The National Institute of Standards and Technology wants public input on a draft version of guidelines for securing servers.
The agency said the servers run Basic Input/Output System software, which it says the first major program to run when one of its computers starts up.
Areas NIST wants input on include securing BIOS update processes, unauthorized updates, developing digital signatures and integrity protection.
“While laptop and desktop computers have largely converged on a single architecture for system BIOS, server class systems have a more diverse set of architectures, and more mechanisms for updating or modifying the system BIOS,” author Andrew Regenscheid said in a release.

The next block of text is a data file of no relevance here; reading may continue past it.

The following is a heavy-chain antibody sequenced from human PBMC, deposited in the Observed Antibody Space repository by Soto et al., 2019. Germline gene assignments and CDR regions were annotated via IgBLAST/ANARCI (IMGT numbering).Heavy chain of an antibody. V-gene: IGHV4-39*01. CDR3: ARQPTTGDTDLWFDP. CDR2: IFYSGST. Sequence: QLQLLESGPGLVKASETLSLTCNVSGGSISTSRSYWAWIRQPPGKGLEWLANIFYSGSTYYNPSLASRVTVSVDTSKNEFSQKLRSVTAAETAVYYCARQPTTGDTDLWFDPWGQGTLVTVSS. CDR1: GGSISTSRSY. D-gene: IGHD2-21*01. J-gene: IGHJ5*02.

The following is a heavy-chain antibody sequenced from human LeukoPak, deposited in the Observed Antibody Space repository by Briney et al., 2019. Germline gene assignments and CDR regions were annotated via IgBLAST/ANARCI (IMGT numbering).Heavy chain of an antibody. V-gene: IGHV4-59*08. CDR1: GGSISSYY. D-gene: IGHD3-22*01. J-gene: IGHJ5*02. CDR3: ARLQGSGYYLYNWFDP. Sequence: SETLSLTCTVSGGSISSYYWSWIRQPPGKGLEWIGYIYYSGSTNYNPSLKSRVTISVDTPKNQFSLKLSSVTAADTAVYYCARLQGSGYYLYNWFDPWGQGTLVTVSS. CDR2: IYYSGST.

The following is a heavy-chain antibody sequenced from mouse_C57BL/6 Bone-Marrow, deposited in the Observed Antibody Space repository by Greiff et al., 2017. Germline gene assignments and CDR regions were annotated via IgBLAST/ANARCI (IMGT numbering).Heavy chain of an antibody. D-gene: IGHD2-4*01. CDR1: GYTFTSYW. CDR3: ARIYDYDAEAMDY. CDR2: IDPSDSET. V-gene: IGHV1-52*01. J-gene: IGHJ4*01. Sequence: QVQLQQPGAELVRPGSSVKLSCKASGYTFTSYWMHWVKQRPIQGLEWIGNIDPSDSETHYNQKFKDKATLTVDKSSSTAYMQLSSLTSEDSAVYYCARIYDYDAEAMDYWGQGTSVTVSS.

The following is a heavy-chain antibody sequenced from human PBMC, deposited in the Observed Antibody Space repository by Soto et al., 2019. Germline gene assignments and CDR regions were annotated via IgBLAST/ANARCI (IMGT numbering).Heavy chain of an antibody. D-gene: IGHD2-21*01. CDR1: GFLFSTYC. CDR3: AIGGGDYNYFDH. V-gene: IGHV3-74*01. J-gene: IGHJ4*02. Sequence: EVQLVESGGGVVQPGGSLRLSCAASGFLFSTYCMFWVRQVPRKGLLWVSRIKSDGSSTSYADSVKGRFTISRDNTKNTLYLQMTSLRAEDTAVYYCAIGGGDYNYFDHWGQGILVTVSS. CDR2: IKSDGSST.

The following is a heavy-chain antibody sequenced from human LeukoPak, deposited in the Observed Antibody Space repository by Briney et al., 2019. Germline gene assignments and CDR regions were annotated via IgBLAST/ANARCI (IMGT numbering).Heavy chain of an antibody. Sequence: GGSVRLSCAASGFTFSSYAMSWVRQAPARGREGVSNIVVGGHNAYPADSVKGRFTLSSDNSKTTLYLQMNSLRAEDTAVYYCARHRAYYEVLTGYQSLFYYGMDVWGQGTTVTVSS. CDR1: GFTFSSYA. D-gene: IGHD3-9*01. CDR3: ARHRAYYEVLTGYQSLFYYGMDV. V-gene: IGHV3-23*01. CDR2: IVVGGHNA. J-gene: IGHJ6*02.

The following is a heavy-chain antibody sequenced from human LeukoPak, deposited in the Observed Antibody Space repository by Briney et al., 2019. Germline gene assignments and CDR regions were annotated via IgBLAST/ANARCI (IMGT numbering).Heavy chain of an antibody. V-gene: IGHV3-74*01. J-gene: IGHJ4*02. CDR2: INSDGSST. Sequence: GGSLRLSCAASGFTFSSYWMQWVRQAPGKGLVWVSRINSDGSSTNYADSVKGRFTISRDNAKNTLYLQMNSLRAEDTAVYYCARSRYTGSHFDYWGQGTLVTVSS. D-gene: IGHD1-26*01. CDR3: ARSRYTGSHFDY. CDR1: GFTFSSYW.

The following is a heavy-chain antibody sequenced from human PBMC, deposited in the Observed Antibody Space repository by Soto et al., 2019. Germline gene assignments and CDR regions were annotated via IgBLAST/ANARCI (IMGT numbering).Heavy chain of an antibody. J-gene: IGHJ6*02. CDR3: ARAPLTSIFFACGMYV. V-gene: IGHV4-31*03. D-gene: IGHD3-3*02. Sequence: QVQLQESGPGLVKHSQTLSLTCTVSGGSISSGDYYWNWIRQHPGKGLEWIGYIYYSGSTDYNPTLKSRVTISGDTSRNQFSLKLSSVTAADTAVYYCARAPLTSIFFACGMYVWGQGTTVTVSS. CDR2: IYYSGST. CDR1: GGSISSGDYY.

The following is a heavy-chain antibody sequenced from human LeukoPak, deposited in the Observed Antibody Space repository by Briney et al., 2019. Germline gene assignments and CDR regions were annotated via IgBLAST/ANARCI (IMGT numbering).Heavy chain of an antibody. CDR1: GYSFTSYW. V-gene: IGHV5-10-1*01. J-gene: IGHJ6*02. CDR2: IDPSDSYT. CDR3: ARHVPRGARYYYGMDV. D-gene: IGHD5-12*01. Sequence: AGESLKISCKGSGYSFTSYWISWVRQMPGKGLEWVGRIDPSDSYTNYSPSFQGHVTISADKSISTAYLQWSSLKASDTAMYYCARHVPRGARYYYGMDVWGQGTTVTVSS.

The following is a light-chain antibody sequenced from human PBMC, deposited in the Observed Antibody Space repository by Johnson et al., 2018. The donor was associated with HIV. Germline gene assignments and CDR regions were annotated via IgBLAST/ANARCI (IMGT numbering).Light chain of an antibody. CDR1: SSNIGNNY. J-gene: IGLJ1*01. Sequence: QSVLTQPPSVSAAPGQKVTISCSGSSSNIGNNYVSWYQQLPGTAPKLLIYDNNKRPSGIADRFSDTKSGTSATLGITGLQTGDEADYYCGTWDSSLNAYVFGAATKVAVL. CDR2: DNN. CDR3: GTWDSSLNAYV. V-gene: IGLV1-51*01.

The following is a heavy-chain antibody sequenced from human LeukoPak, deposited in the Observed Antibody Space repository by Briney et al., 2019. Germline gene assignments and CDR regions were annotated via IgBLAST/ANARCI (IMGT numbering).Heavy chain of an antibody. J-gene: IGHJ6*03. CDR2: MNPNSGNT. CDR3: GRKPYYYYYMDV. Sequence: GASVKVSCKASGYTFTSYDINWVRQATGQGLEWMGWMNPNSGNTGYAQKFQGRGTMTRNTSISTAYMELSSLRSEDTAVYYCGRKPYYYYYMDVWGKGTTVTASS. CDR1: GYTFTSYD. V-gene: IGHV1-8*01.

NIST said it also wants help in developing features where no mechanisms can get around protections.
Similar to the first guideline, released in April 2011, the new version was written for server developers and information system security professionals.
Comments on the new guidelines are due to NIST Sept. 14.
The agency recently updated its draft guidelines for a cryptographic key management system, part of a larger effort to help agencies update their cryptographic algorithms.